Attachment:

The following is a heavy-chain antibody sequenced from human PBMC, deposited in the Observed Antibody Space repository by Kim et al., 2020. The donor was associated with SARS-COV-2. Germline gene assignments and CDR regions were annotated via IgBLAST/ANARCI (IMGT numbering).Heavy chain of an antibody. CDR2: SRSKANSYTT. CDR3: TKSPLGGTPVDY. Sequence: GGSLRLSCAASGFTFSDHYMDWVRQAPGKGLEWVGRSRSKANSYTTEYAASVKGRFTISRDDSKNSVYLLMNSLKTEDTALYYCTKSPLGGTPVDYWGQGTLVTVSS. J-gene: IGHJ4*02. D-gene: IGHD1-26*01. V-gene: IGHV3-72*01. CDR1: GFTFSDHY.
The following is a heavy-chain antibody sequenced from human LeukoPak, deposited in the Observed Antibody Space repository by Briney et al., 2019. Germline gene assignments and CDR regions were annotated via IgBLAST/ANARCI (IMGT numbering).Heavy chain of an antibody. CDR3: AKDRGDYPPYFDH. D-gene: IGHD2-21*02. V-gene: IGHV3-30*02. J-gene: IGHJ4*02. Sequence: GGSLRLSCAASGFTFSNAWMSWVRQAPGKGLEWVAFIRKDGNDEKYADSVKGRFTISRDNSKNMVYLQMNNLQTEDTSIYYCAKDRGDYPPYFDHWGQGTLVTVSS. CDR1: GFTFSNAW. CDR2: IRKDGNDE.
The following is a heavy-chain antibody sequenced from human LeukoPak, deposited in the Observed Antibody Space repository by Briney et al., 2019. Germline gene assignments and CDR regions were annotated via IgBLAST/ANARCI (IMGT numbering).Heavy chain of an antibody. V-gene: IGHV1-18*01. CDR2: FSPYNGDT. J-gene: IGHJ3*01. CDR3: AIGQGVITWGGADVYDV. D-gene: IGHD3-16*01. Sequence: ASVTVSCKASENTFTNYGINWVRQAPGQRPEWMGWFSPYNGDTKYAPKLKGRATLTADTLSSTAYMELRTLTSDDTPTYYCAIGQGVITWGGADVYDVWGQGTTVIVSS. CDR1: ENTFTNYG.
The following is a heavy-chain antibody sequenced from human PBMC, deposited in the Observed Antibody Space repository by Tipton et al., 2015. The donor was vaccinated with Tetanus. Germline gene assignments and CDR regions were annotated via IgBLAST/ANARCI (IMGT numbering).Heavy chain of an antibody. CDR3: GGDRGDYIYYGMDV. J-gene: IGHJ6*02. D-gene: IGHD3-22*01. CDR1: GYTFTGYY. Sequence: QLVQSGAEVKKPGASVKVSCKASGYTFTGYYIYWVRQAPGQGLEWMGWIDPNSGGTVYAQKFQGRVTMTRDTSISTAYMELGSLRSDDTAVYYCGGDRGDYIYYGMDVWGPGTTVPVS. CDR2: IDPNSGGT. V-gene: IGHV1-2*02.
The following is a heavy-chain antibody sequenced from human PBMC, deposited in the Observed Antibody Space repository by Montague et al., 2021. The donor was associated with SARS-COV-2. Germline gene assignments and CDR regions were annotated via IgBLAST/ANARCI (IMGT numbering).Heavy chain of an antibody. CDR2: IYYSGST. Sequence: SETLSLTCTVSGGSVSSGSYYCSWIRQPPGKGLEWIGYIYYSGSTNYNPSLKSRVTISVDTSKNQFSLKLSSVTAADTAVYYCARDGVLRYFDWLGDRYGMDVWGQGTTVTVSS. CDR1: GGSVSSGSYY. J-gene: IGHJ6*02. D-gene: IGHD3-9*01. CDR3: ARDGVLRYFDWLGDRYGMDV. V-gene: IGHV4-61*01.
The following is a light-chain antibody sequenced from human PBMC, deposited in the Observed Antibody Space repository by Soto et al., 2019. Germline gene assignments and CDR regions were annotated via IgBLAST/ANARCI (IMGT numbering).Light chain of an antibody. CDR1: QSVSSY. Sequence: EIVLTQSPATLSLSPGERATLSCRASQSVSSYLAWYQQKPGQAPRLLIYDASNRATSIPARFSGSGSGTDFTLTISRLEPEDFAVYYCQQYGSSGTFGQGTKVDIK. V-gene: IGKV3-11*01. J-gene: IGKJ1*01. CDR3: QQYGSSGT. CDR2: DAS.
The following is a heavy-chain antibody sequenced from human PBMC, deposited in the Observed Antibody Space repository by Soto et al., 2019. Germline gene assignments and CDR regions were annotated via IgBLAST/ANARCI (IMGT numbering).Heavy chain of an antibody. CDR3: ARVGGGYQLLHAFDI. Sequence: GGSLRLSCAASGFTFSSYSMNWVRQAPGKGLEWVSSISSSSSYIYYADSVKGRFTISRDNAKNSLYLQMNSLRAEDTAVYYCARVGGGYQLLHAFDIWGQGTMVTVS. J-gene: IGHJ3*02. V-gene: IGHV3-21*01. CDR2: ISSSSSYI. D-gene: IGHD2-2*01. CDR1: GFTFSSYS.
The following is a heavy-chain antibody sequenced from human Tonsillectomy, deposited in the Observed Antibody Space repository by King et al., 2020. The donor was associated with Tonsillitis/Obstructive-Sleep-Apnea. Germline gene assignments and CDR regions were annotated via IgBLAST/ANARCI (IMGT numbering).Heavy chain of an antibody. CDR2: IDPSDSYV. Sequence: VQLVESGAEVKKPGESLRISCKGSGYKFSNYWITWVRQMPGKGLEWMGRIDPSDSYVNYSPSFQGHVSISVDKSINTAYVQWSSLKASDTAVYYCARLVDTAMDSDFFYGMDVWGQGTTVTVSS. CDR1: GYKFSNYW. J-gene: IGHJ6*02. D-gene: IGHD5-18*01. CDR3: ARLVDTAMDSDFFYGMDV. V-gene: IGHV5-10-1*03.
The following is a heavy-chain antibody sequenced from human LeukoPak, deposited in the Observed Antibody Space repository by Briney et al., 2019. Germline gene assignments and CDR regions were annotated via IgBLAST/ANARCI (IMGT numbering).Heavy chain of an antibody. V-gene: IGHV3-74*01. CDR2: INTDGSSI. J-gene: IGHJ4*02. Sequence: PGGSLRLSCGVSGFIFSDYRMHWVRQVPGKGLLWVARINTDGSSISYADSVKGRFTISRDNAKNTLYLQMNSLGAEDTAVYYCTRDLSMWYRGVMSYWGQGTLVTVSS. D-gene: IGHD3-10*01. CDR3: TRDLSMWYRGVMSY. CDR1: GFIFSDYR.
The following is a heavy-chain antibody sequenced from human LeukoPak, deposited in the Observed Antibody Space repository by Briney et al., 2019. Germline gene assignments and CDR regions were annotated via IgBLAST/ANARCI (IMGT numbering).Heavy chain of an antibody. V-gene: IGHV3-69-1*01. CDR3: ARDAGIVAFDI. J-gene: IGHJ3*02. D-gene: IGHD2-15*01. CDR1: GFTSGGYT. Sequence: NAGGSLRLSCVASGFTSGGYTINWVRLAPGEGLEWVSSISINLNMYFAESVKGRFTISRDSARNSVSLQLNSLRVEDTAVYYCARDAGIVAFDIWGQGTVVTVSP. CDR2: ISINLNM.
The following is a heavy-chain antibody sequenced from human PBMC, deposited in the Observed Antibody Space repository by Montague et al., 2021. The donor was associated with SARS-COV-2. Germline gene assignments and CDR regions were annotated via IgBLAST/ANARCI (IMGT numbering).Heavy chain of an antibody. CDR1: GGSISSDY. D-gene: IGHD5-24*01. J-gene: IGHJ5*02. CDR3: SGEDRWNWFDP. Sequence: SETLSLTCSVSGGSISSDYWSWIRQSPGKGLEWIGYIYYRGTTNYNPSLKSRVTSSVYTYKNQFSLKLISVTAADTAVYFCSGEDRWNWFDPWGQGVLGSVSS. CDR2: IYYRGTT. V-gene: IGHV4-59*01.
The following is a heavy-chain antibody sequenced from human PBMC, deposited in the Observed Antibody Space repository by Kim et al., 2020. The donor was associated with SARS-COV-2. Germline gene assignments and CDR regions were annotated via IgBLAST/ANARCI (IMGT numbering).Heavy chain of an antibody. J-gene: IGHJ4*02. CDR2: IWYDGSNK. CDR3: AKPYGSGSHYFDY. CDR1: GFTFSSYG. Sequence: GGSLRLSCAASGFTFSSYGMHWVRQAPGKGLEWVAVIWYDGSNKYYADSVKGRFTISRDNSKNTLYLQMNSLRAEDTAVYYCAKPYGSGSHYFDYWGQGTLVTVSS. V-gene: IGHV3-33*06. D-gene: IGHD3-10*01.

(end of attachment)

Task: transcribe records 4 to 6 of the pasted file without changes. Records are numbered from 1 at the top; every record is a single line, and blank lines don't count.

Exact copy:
The following is a heavy-chain antibody sequenced from human PBMC, deposited in the Observed Antibody Space repository by Tipton et al., 2015. The donor was vaccinated with Tetanus. Germline gene assignments and CDR regions were annotated via IgBLAST/ANARCI (IMGT numbering).Heavy chain of an antibody. CDR3: GGDRGDYIYYGMDV. J-gene: IGHJ6*02. D-gene: IGHD3-22*01. CDR1: GYTFTGYY. Sequence: QLVQSGAEVKKPGASVKVSCKASGYTFTGYYIYWVRQAPGQGLEWMGWIDPNSGGTVYAQKFQGRVTMTRDTSISTAYMELGSLRSDDTAVYYCGGDRGDYIYYGMDVWGPGTTVPVS. CDR2: IDPNSGGT. V-gene: IGHV1-2*02.
The following is a heavy-chain antibody sequenced from human PBMC, deposited in the Observed Antibody Space repository by Montague et al., 2021. The donor was associated with SARS-COV-2. Germline gene assignments and CDR regions were annotated via IgBLAST/ANARCI (IMGT numbering).Heavy chain of an antibody. CDR2: IYYSGST. Sequence: SETLSLTCTVSGGSVSSGSYYCSWIRQPPGKGLEWIGYIYYSGSTNYNPSLKSRVTISVDTSKNQFSLKLSSVTAADTAVYYCARDGVLRYFDWLGDRYGMDVWGQGTTVTVSS. CDR1: GGSVSSGSYY. J-gene: IGHJ6*02. D-gene: IGHD3-9*01. CDR3: ARDGVLRYFDWLGDRYGMDV. V-gene: IGHV4-61*01.
The following is a light-chain antibody sequenced from human PBMC, deposited in the Observed Antibody Space repository by Soto et al., 2019. Germline gene assignments and CDR regions were annotated via IgBLAST/ANARCI (IMGT numbering).Light chain of an antibody. CDR1: QSVSSY. Sequence: EIVLTQSPATLSLSPGERATLSCRASQSVSSYLAWYQQKPGQAPRLLIYDASNRATSIPARFSGSGSGTDFTLTISRLEPEDFAVYYCQQYGSSGTFGQGTKVDIK. V-gene: IGKV3-11*01. J-gene: IGKJ1*01. CDR3: QQYGSSGT. CDR2: DAS.